Best is TCCA or Na-DCCA. I do not like Ca(ClO)2, because the resulting Cl2 is not very pure. It also produces ClO2 (you can see that the solution gets a more intense color than one should expect from Cl2 alone). The ClO2 most likely is due to chlorate impurity of the Ca(ClO)2, which almost always is present, especially if the material is somewhat older. A similar thing I also observed with somewhat older bleach as a source of Cl2.

The major disadvantage of using TCCA or Na-DCCA is that poorly soluble cyanuric acid is formed in the reaction, which easily leads to excessive foaming. The Cl2-gas, however, is very pure (disregarding water vapor).

[Edited on 11-3-22 by woelen]




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[*] posted on 11-3-2022 at 15:45


Quote: Originally posted by chornedsnorkack  
How do strong NaClO solutions behave on cooling - gentle cooling (deep freeze) and harsh cooling (like liquid nitrogen)?
What would happen if frozen NaClO solution is allowed to stand at low temperature with but out of direct contact with a strong desiccant like CaO?


The hydrates are made by cooling etc. Frozen bleach would have a hard time evaporating.

Quote: Originally posted by Texium  
That's not a very efficient way of generating chlorine.


I did the math and don't see it...more efficient based on HCl maybe, but HCl is really cheap. Permanganate generates more Cl per gram of oxidant and the cost per gram of Cl is pretty much the same, not that TCCA has ever been sold locally outside of pool specialists. Permanganate (sold in about half the hardware stores here since forever) has no storage issues, very much unlike the others.

Quote: Originally posted by woelen  
I do not like Ca(ClO)2, because the resulting Cl2 is not very pure.


The product(s) of the reaction depends on the amount and strength of acid (and sometimes temperature).

[Edited on 12-3-2022 by S.C. Wack]




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[*] posted on 11-3-2022 at 18:09


Quote: Originally posted by Antiswat  

calcium hypochlorite cannot be bought in europe- GENERALLY.

Uh what?
You mean OTC or what?




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[*] posted on 12-3-2022 at 04:30


Quote: Originally posted by S.C. Wack  
Quote: Originally posted by chornedsnorkack  
How do strong NaClO solutions behave on cooling - gentle cooling (deep freeze) and harsh cooling (like liquid nitrogen)?
What would happen if frozen NaClO solution is allowed to stand at low temperature with but out of direct contact with a strong desiccant like CaO?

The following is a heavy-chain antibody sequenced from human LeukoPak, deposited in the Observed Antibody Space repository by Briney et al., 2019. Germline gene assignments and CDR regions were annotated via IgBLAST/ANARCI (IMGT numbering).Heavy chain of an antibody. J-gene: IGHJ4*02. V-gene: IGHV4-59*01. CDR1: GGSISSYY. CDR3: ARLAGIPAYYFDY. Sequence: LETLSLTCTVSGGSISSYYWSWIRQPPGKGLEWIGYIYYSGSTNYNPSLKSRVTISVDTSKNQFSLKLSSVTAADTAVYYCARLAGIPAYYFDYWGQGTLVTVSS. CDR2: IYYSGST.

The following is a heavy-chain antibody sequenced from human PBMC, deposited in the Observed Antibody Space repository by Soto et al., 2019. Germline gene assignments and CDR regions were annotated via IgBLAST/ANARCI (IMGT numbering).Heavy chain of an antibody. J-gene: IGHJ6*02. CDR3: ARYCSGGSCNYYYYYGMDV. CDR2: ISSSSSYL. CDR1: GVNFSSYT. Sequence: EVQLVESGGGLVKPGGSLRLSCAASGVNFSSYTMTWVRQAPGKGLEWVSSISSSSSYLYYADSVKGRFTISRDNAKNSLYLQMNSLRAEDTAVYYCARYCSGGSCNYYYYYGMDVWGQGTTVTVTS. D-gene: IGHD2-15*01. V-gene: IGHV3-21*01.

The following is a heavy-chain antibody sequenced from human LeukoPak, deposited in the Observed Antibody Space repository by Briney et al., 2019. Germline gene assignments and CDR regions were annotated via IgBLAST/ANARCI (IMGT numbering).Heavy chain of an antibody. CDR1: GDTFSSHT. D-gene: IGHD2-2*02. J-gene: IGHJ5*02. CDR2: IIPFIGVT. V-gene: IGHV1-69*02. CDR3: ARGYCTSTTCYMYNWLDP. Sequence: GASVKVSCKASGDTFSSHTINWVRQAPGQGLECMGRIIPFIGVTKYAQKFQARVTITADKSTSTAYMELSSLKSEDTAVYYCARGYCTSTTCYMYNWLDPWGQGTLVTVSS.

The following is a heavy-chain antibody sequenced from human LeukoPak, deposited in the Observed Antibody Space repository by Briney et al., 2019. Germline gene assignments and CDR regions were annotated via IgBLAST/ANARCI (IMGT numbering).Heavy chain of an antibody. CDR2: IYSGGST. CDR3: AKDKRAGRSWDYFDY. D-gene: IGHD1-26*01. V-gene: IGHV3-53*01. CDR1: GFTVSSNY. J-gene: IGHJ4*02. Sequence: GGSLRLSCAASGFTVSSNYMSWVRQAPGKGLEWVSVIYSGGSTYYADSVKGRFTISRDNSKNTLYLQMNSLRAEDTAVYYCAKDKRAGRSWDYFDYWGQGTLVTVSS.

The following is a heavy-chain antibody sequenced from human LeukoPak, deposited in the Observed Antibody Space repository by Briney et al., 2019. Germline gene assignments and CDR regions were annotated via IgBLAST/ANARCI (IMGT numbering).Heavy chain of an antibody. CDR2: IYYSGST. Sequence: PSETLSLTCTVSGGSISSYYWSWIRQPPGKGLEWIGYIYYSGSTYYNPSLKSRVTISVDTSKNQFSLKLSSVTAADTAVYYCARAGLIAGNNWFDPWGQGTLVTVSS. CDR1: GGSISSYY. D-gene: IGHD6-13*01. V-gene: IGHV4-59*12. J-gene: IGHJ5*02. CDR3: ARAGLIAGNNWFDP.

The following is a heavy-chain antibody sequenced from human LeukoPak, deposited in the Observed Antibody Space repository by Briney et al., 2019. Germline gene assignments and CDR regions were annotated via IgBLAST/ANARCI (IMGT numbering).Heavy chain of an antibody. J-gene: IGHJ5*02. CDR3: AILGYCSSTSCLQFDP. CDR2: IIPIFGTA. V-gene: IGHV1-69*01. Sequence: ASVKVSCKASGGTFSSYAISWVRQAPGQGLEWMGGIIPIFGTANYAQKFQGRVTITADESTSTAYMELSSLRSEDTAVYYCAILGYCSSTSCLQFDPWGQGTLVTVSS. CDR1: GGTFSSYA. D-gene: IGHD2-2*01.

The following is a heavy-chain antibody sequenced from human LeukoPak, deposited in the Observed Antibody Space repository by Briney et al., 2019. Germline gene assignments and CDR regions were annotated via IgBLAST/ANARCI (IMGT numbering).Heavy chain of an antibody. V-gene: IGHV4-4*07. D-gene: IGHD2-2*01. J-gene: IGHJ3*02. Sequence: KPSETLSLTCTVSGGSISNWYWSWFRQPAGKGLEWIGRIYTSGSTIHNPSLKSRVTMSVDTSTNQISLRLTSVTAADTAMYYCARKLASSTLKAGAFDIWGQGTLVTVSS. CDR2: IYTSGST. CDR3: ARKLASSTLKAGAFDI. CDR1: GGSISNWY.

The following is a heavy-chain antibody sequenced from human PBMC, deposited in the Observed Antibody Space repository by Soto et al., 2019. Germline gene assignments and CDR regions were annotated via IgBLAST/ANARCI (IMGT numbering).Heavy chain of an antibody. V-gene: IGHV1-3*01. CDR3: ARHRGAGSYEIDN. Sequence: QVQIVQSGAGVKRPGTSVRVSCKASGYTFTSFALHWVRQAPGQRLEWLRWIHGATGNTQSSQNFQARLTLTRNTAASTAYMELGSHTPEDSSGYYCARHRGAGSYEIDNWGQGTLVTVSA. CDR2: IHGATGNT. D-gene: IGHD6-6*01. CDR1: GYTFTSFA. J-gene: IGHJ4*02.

The hydrates are made by cooling etc. Frozen bleach would have a hard time evaporating.


The vapour pressure of water is:
at +20 Celsius - 2339 Pa
at 0 Celsius - 611 Pa
ice at -20 Celsius - 103 Pa

So when a frozen hydrate is stored in a closed vessel but out of contact with a powerful desiccant, like CaO, P4O10 or concentrated H2SO4 (all of whic would react with NaClO if in contact, but are even less volatile than water), then dehydration of hydrates would be one competitive reaction.
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[*] posted on 12-3-2022 at 04:47


Quote: Originally posted by S.C. Wack  


The hydrates are made by cooling etc. Frozen bleach would have a hard time evaporating.


That would be a serious disappointment to those who make freeze dryers.
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[*] posted on 12-3-2022 at 08:32


Quote: Originally posted by chornedsnorkack  
The vapour pressure of water is:
at +20 Celsius - 2339 Pa
at 0 Celsius - 611 Pa
ice at -20 Celsius - 103 Pa


In other words, it would have a hard time evaporating.

Quote: Originally posted by unionised  

That would be a serious disappointment to those who make freeze dryers.


If what we said had anything to do with operating freeze dryers.

[Edited on 12-3-2022 by S.C. Wack]




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[*] posted on 12-3-2022 at 10:47


Quote: Originally posted by S.C. Wack  
Quote: Originally posted by Texium  
That's not a very efficient way of generating chlorine.


I did the math and don't see it...more efficient based on HCl maybe, but HCl is really cheap. Permanganate generates more Cl per gram of oxidant and the cost per gram of Cl is pretty much the same, not that TCCA has ever been sold locally outside of pool specialists. Permanganate (sold in about half the hardware stores here since forever) has no storage issues, very much unlike the others.
I did more math, and I still see it.

Reaction of potassium permanganate with HCl:
2 KMnO4 + 16 HCl —> 2 KCl + 2 MnCl2 + 5 Cl2

2.5 moles of Cl2 per mole of KMnO4. Permanganate is not regularly sold in any hardware store I've been to. The product "Pot Perm Plus" is generally only obtainable by special order. If I wanted to get it from my local Home Depot, I would have to order it to the store to pick up. Other stores don't offer it at all. It was the same case where I lived in Texas. Maybe other locales have it OTC. So that's 794 grams for $30.30, or about $6 per mole, giving us a theoretical yield of $2.41 per mole of chlorine gas. With the caveat that permanganate isn't actually OTC.

Screen Shot 2022-03-12 at 11.14.08 AM.png - 710kB

Now let's take a look at TCCA:
C3N3O3Cl3 + 3 HCl —> C3N3(OH)3 + 3 Cl2

3 moles of Cl2 per mole of TCCA. I could buy this at my local Lowe's in the store today if I wanted to:

Screen Shot 2022-03-12 at 11.15.03 AM.png - 630kB

While it's much more expensive upfront, that's for 11.34 kg of 94% TCCA, or 10.66 kg of pure TCCA. This comes out to about $3.25 per mole, giving us a theoretical yield of $1.08 per mole of chlorine gas.